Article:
elements: from over-


caring mother, meets with a Red- Hot, Smoke-Belching Gruncher in the forest that adjoins his garden (funny that nobody knew it was there) and we never meet the other threatened inhabitants with their tired old names: Whangdoodlers, Snozzwangglers and suchlike. Chased by the Gruncher, the boy is instrunental in saving a (similarly unknown) huge population of little people – the Minpins – who live in the forest trees and get about wearing Suction Boots, first invented for the Gremlins who figured in Dahl’s first book. (I never found out if these Minpins were related to the Minnipins a tribe of little people in Carol Kendall’s story of that title published in 1951.) Patrick Benson did indeed do


marvels with this half-baked piece of storytelling. He chose, or was given, a quarto format to work with and responded with masterly watercolours that varied from leafy decorations, to sensitive portrayals of boy, Minpins, and birds who play a role in the destruction of the Gruncher, and there were several full-page depictions both of the details of Minpin life and of Gruncher atmospherics. The brief text, under a new title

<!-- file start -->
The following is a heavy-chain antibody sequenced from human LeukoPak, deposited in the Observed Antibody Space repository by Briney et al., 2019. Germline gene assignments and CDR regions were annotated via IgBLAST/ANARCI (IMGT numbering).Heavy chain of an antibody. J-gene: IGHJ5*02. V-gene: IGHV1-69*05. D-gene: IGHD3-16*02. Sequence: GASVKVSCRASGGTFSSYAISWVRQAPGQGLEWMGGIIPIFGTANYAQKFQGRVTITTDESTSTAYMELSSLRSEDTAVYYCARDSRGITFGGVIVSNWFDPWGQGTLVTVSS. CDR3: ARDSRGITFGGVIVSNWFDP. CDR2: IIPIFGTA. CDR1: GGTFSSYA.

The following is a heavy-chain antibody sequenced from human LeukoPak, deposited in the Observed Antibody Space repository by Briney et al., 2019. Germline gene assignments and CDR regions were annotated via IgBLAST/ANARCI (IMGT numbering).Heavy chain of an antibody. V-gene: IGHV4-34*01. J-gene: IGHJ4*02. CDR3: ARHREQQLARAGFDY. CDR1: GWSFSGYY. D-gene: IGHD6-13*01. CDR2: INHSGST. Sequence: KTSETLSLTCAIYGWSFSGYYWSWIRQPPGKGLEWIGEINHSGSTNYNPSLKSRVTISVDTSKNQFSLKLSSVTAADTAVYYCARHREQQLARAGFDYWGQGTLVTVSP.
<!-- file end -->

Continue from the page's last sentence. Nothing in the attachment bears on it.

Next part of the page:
and chopped up into ten short chapters, has now been reissued in octavo format, accompanied by workaday pen drawings by Quentin Blake. One must assume that this has been done to complete the totality


of


(it is not widely realised how many illustrators preceded


in


the Dahl/Blake series Quentin


the Dahl oeuvre). It does nothing to infuse new life into the limp story but it is good to know that Patrick Benson’s gallant


attempt


at a rescue operation is to remain in print, presumably with its original title and format. BA


Books for Keeps No.229 March 2018 25